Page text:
BK Virus: Opportunity Makes a Pathogen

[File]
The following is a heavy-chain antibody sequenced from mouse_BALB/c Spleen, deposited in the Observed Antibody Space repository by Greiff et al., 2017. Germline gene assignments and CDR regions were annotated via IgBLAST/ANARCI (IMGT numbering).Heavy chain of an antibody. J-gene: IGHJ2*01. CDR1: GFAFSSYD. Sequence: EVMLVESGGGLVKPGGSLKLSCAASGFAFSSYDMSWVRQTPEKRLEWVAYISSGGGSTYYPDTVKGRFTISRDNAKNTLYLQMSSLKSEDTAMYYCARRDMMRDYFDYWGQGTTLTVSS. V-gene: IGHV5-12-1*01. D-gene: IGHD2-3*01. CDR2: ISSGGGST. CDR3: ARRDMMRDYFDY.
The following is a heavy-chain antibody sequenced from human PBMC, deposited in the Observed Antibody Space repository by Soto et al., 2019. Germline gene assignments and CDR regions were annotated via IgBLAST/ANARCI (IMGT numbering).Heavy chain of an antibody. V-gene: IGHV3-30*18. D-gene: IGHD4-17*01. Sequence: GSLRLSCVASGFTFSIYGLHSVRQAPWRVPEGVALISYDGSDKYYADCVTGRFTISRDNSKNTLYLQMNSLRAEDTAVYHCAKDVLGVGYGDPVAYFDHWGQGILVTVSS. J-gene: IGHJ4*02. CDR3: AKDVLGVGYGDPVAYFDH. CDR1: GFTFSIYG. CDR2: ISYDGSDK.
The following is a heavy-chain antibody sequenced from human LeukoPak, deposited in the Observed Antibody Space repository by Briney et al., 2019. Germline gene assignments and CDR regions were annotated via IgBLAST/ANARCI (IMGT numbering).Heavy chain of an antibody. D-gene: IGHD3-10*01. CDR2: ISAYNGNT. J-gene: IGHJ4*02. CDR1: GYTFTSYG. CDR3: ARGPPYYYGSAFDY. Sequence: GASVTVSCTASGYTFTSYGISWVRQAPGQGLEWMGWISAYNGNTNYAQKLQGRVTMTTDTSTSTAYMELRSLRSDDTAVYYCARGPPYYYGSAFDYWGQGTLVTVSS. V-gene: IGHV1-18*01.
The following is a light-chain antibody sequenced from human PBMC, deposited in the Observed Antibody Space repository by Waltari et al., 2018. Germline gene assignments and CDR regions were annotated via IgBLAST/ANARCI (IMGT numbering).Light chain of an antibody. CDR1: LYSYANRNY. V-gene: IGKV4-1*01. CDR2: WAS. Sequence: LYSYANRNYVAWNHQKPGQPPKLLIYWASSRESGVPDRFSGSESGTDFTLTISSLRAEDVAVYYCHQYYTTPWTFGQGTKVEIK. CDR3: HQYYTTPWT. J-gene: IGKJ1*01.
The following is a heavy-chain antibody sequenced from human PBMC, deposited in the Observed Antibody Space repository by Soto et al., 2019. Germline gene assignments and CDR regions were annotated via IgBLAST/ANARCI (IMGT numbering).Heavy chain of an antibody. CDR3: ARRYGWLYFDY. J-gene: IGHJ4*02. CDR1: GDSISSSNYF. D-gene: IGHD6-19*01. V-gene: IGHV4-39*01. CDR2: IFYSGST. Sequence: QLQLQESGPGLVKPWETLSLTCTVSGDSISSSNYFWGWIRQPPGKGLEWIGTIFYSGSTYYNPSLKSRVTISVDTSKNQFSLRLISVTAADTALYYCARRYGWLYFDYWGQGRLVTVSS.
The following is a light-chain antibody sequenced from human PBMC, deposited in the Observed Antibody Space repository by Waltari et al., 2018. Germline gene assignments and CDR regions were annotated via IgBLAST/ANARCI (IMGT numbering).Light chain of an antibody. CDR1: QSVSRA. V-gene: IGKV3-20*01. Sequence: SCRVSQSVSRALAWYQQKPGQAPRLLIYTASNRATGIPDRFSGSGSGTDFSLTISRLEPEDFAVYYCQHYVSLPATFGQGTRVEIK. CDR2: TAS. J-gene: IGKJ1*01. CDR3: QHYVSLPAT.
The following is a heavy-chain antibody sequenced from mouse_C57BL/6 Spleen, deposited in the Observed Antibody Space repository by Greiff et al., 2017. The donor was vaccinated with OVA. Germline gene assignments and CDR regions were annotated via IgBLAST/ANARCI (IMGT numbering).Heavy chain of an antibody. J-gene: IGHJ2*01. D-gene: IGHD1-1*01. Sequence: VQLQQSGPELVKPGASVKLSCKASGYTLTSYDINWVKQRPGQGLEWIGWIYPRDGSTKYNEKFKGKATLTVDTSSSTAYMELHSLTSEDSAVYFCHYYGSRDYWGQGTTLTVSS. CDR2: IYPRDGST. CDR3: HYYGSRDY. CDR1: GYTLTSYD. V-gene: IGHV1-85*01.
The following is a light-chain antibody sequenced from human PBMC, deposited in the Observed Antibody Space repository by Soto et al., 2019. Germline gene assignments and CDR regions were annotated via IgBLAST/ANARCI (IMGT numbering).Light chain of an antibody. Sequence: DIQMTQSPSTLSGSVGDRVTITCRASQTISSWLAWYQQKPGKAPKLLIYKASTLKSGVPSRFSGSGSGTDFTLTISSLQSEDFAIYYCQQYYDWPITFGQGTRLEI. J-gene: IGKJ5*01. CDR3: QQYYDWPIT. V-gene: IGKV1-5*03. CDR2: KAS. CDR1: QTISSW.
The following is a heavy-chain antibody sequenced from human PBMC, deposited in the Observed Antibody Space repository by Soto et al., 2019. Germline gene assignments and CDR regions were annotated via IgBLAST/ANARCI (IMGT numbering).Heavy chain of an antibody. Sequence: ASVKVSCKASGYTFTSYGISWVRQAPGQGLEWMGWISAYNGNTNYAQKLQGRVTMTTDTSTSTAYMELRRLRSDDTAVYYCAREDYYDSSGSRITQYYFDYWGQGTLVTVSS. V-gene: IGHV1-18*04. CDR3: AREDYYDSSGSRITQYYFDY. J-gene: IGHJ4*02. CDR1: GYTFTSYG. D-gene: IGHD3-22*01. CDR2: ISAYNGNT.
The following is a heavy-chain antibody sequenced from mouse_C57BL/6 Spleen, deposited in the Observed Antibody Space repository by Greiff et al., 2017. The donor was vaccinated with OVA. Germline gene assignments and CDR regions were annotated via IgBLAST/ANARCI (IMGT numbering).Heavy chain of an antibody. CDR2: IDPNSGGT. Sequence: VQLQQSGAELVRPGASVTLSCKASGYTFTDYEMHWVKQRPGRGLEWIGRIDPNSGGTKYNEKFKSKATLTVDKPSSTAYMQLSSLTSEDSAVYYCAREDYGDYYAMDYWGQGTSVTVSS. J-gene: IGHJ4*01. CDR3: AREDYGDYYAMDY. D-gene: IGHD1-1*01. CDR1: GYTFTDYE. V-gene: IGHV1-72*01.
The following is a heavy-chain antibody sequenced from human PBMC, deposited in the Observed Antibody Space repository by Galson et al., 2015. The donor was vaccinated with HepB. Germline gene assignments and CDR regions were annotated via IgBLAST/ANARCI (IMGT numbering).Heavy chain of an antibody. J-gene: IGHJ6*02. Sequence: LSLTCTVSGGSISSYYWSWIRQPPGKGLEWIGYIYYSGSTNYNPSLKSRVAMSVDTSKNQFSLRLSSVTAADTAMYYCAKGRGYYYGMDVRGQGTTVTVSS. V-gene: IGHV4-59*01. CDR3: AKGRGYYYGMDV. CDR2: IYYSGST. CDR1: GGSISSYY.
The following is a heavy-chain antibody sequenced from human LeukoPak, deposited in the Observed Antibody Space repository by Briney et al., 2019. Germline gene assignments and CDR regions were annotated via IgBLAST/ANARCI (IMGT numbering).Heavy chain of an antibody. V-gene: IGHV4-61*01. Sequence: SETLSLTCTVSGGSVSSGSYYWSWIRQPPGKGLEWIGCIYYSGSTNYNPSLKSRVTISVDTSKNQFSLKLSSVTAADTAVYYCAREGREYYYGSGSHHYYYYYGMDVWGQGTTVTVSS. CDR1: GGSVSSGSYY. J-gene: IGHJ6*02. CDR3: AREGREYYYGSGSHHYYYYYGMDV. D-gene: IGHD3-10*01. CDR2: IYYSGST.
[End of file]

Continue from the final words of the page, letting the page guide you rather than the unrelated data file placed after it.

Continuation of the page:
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More than 70% of the general population worldwide has serological evidence of exposure to Polyomavirus hominis type 1, better known as BK virus (BKV). BKV infection typically occurs during childhood, without specific symptoms, followed by a state of nonreplicative infection in various tissues, with the urogenital tract as the principal site. Asymptomatic reactivation and low-level replication with viruria is observed in 5% of healthy individuals. Persistent high-level BKV replication is the hallmark of polyomavirus-associated nephropathy in renal transplantation and of hemorrhagic cystitis in bone marrow transplantation. Since these manifestations are rare in other types of immunocompromised patients, the presence of specific cofactors is postulated. The role of BKV in autoimmune disease and cancer is a controversial topic and is difficult to determine, because the pathology no longer depends on BKV replication. This article discusses current views of pathogenesis, diagnosis, and treatment

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